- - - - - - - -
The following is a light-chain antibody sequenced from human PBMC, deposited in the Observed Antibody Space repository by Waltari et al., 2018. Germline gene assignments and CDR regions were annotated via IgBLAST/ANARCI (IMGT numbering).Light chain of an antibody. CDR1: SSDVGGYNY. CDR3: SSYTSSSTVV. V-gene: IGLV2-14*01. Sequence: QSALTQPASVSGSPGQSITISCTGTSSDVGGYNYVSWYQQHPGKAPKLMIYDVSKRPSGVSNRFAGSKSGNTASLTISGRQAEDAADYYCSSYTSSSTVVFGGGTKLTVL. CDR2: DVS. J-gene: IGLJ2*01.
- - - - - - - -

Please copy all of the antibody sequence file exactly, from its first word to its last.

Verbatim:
The following is a light-chain antibody sequenced from human PBMC, deposited in the Observed Antibody Space repository by Waltari et al., 2018. Germline gene assignments and CDR regions were annotated via IgBLAST/ANARCI (IMGT numbering).Light chain of an antibody. CDR1: SSDVGGYNY. CDR3: SSYTSSSTVV. V-gene: IGLV2-14*01. Sequence: QSALTQPASVSGSPGQSITISCTGTSSDVGGYNYVSWYQQHPGKAPKLMIYDVSKRPSGVSNRFAGSKSGNTASLTISGRQAEDAADYYCSSYTSSSTVVFGGGTKLTVL. CDR2: DVS. J-gene: IGLJ2*01.